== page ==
This article reviews the accommodations businesses and nonresidential landlords must make for disabled persons.

Providing access to nonresidential real estate

Under the Americans with Disabilities Act (ADA), an employer may not discriminate based on a disability against a qualified person with a disability who seeks employment. [42 United States Code §12112]

A broker is an employer if he has 15 or more employees each working day during a period of 20 or more calendar weeks occurring in either the current or the preceding calendar year. [42 USC §12111(5)(A)]

For the purposes of the ADA, employees include all representatives of the broker, such as broker associates, sales agents, managers, administrative personnel and call center employees.

A disability includes:

  • a physical or mental impairment that limits one or more of a person’s major life activities;
  • a record of such an impairment; or
  • being regarded as having such an impairment. [42 USC §12102(2)]

A disabled person is considered a qualified person with a disability if the person can perform a job with or without reasonable accommodation by the employer.

Further, a person with a disability cannot be discriminated against in the offering of public services, or in places of public accommodation or commercial (nonresidential) facilities. [42 USC §§12132; 12182(a)]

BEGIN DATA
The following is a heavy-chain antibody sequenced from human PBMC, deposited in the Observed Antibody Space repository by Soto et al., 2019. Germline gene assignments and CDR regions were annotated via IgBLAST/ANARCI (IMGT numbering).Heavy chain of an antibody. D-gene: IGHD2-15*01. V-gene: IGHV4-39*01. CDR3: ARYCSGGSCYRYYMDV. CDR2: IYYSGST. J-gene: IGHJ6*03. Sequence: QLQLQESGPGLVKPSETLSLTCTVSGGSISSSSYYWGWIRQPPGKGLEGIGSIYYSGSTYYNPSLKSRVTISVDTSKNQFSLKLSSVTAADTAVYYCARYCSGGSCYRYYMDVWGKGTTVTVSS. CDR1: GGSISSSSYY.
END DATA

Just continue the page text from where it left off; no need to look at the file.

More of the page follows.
Public accommodations and commercial facilities

Places of public accommodation and commercial facilities must be designed, constructed and altered in compliance with the ADA. [28 Code of Federal Regulations §36.101]

Real estate is considered a place of public accommodation if it is owned, leased or operated by a private entity and the operation affects commerce. Thus, a place of public accommodation includes:

  • an inn, hotel, etc., unless it contains five or fewer rooms for rent and is occupied by a resident manager;
  • establishments serving food or drink (i.e., restaurants or bars);
  • places of exhibition, entertainment or public gathering (i.e., theaters, stadiums, convention facilities);
  • sales or other service establishments (i.e., grocery stores, clothing stores, dry cleaners, brokerage offices, insurance offices, doctors offices);
  • public transportation depots;
  • a place of public display or collection (i.e., museums, libraries);
  • places of recreation (i.e., zoos, parks);
  • places of education;
  • social service center establishments (i.e., day care centers, senior citizen centers); and
  • places of exercise or recreation (i.e., gymnasiums, health spas, golf courses).

A commercial facility is:

  • intended for nonresidential use; and
  • its operation affects commerce. [42 USC §12181]

Commerce is travel, trade, traffic, transportation or communication:

  • among several states;
  • between a foreign country or any territory and a state; or
  • within a state but through another state or foreign country. [42 USC §12181]

Any person who owns (landlords) or operates (businessmen) a place of public accommodation or a commercial facility may not discriminate on the basis of a disability. [42 USC §12182(a)]